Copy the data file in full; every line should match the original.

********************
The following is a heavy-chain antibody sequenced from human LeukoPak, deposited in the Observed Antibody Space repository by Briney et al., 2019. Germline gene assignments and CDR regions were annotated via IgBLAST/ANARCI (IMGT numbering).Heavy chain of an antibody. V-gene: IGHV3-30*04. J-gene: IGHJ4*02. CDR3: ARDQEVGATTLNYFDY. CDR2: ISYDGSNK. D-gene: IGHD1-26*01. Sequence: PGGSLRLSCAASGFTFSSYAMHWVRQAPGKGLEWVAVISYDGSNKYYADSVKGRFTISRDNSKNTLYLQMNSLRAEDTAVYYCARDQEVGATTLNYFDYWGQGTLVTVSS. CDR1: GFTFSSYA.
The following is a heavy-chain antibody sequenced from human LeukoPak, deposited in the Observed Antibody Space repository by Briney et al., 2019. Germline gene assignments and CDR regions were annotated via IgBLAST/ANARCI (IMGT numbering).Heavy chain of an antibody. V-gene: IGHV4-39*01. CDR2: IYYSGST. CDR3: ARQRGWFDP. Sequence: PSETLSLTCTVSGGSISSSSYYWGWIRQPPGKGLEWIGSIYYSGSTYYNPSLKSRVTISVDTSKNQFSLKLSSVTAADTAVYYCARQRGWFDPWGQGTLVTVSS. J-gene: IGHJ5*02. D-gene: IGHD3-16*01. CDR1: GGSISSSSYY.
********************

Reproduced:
The following is a heavy-chain antibody sequenced from human LeukoPak, deposited in the Observed Antibody Space repository by Briney et al., 2019. Germline gene assignments and CDR regions were annotated via IgBLAST/ANARCI (IMGT numbering).Heavy chain of an antibody. V-gene: IGHV3-30*04. J-gene: IGHJ4*02. CDR3: ARDQEVGATTLNYFDY. CDR2: ISYDGSNK. D-gene: IGHD1-26*01. Sequence: PGGSLRLSCAASGFTFSSYAMHWVRQAPGKGLEWVAVISYDGSNKYYADSVKGRFTISRDNSKNTLYLQMNSLRAEDTAVYYCARDQEVGATTLNYFDYWGQGTLVTVSS. CDR1: GFTFSSYA.
The following is a heavy-chain antibody sequenced from human LeukoPak, deposited in the Observed Antibody Space repository by Briney et al., 2019. Germline gene assignments and CDR regions were annotated via IgBLAST/ANARCI (IMGT numbering).Heavy chain of an antibody. V-gene: IGHV4-39*01. CDR2: IYYSGST. CDR3: ARQRGWFDP. Sequence: PSETLSLTCTVSGGSISSSSYYWGWIRQPPGKGLEWIGSIYYSGSTYYNPSLKSRVTISVDTSKNQFSLKLSSVTAADTAVYYCARQRGWFDPWGQGTLVTVSS. J-gene: IGHJ5*02. D-gene: IGHD3-16*01. CDR1: GGSISSSSYY.